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Genomic Data Commons: Expanded access to large-scale cancer genomic data

Image courtesy istockphoto.com.

The University of Chicago in Illinois, US, is collaborating with the US National Cancer Institute (NCI) to establish the nation's most comprehensive computational facility, storing cancer genomic data generated through NCI-funded research programs.

The NCI Genomic Data Commons (GDC) will expand access for scientists, speeding up research and leading to faster discoveries for patients. Providing an interactive system for researchers, the GDC will make the data easier to use. It will also provide resources to facilitate the identification of subtypes of cancer as well as potential therapeutic targets.

"The Genomic Data Commons has the potential to transform the study of cancer at all scales," says Robert Grossman, director of the GDC project and professor in the department of medicine at the University of Chicago. "It supplies the data so that any researcher can test their ideas, from comprehensive big data studies to genetic comparisons of individual tumors, to identify the best potential therapies for a single patient."

NCI has funded a number of large research projects that have collected genomic data on tumor types from more than 10,000 patients. However, the data for these studies is scattered across different locations and is in different formats, making it challenging for researchers to perform analyses. The situation will become ever more problematic as genome-sequencing technology continues to evolve and datasets become increasingly large and more complex.

The Genomic Data Commons is a first-of-its-kind facility - a comprehensive system to store and harmonize data from NCI-funded research programs in a single repository. Video courtesy the University of Chicago in Illinois, US.

According to an Institute of Medicine report, there is an urgent need for a system to store, harmonize, and analyze existing cancer genomics data - roughly 20 petabytes of information, which is 10 times as much as all of the publications currently housed in US academic research libraries.

Data democracy

To make raw and processed genomic data broadly accessible, the GDC will provide an expandable, modern informatics framework. Through a data storage and analysis approach similar to that used by companies such as Google and Facebook, it will harmonize and centralize existing NCI datasets.

Additionally the GDC will eliminate a major chokepoint, streamlining researcher's access to data regardless of their institution's size or budget. This will democratize access to the material and enable previously unfeasible collaborative efforts between scientists.

"With the GDC, the pace of discovery shifts from slow and sequential to fast and parallel," says Conrad Gilliam, dean at the University of Chicago biological sciences division. "Discovery processes that today would require many years, millions of dollars, and the coordination of multiple research teams could literally be performed in days, or even hours."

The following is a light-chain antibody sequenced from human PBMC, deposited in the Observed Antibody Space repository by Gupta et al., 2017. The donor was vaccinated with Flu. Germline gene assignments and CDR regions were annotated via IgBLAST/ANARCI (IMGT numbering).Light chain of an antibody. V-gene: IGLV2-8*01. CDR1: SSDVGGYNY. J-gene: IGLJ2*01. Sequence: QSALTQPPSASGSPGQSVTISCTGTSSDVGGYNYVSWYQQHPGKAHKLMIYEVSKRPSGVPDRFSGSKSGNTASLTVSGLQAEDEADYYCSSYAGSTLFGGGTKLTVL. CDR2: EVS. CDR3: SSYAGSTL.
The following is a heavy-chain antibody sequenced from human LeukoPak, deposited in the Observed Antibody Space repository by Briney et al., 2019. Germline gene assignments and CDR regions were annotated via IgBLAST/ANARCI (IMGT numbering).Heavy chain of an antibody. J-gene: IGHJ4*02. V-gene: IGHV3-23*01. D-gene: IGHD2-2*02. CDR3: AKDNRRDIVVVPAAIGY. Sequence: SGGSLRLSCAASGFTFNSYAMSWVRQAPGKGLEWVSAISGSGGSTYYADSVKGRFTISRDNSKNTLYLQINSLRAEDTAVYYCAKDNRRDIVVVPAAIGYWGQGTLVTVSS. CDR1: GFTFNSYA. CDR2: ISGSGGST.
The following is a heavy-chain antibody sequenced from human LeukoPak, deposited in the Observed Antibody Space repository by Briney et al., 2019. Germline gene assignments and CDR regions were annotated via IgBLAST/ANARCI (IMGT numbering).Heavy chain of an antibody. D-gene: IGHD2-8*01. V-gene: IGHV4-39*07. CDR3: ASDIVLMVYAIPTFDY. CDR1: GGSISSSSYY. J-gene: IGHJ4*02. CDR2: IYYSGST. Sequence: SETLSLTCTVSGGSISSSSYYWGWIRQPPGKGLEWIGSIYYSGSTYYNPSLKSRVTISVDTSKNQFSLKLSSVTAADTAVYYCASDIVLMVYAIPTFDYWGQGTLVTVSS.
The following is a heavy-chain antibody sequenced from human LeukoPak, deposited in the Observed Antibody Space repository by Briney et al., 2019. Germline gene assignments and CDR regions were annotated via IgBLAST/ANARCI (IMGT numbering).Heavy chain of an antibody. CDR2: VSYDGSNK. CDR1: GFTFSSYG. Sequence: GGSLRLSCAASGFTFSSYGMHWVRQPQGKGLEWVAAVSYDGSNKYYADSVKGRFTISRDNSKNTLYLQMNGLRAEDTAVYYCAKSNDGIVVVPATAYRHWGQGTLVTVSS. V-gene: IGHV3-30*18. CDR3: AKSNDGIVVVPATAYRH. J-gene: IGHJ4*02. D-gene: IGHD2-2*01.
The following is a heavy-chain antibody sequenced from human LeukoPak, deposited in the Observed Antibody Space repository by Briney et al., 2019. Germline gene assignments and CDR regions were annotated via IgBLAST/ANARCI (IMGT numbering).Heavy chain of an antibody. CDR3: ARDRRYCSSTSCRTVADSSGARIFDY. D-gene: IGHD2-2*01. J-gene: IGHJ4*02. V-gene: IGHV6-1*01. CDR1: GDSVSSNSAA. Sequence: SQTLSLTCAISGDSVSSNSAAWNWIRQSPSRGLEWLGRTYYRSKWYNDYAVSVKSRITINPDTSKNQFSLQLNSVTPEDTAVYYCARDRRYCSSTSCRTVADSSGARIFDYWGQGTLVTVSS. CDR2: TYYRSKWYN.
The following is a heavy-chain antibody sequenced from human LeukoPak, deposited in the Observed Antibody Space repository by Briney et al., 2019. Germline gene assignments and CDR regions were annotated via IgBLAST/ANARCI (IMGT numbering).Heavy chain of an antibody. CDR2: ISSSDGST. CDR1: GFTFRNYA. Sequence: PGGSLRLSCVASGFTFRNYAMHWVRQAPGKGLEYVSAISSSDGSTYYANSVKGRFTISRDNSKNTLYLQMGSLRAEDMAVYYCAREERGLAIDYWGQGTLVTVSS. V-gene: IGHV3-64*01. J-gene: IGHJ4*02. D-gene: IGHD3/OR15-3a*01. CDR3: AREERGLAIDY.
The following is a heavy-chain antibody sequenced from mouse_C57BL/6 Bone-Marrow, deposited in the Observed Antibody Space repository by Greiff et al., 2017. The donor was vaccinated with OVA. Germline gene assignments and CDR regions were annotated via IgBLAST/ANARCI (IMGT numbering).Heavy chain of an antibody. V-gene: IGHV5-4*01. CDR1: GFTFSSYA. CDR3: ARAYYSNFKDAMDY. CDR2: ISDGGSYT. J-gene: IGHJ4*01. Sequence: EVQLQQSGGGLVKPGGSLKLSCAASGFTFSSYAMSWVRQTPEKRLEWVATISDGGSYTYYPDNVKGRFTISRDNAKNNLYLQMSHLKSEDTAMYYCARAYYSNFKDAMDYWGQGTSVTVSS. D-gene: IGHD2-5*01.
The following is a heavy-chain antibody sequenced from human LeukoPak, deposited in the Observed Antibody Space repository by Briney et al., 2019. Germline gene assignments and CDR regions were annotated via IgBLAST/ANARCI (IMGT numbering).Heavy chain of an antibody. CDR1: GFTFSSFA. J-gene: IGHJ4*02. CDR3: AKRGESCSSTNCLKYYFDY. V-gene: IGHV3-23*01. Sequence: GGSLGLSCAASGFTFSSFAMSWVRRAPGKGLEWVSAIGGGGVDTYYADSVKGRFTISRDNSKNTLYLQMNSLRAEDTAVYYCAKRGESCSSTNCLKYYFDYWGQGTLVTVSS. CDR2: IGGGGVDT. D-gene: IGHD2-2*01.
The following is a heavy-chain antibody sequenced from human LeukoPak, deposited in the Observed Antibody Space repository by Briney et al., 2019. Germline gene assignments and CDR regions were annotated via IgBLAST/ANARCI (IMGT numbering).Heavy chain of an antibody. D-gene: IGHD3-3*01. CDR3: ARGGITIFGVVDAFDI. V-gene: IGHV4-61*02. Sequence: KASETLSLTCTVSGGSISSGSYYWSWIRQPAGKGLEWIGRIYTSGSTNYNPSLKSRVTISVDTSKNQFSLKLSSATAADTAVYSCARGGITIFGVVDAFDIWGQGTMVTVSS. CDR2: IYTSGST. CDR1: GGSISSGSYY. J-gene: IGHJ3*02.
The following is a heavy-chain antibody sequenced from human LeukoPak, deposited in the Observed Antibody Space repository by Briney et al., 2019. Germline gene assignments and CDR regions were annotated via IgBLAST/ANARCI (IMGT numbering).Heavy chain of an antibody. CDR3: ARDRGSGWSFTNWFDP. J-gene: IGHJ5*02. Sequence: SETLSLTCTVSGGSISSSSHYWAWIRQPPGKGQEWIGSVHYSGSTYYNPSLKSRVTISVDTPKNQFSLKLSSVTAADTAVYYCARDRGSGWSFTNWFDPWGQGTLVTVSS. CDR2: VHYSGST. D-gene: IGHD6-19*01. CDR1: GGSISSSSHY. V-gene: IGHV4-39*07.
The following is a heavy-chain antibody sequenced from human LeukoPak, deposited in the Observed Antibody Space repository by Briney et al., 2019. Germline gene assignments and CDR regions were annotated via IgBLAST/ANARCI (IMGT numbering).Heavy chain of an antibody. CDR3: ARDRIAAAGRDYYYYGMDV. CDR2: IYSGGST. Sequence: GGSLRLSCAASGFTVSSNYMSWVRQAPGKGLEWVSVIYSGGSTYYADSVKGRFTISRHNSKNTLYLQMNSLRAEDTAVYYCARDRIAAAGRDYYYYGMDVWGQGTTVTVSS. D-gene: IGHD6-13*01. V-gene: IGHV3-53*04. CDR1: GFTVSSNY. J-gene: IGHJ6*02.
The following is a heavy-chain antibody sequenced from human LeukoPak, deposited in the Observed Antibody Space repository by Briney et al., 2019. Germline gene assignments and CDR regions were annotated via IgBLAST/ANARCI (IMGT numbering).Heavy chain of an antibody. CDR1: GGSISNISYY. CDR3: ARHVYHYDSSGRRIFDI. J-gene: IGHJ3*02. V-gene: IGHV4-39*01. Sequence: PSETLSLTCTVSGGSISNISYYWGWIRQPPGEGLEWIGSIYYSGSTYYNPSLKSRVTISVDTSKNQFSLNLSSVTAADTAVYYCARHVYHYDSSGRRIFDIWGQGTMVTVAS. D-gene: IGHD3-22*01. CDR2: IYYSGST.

Establishing the GDC represents a key step toward the development of precision medicine - targeted treatments tailored to individual patients. Once fully developed, it will provide an interactive system for researchers and clinicians to upload their cancer genomics data and use it to identify the molecular subtype of cancer and potential therapeutic targets. Genetic data will be linked to extensive clinical information from patients and their responses to treatment.

"The availability of high-quality genomic data and associated clinical annotations is extremely important because this information can be combined and mined repeatedly to make new discoveries," says Louis Staudt, director of NCI's Center for Cancer Genomics.

Foundation for the cloud

The GDC also creates a foundation for future cloud-based technologies, allowing researchers to analyze large-scale datasets and perform experiments remotely. The open-source software being developed could become a model for data-intensive research efforts for other diseases such as Alzheimer's and diabetes, which desperately need similar large-scale, data-driven approaches to develop cures.

"The GDC is absolutely needed," says Jean Zenklusen, director of The Cancer Genome Atlas (TCGA) program office at NCI. "The current scale of the data is such that mostly big institutes with large bioinformatics cores are the only ones who have been able to take advantage of the huge amount of genetic data that is being amassed daily. NCI's goal for the GDC is to be a resource for all investigators to generate hypotheses and make new discoveries from the data."

The GDC builds upon the Bionimbus Protected Data Cloud, a pilot cloud-based system developed by Grossman that was the first to be approved by the National Institutes of Health to hold cancer genomic data from projects such as TCGA.

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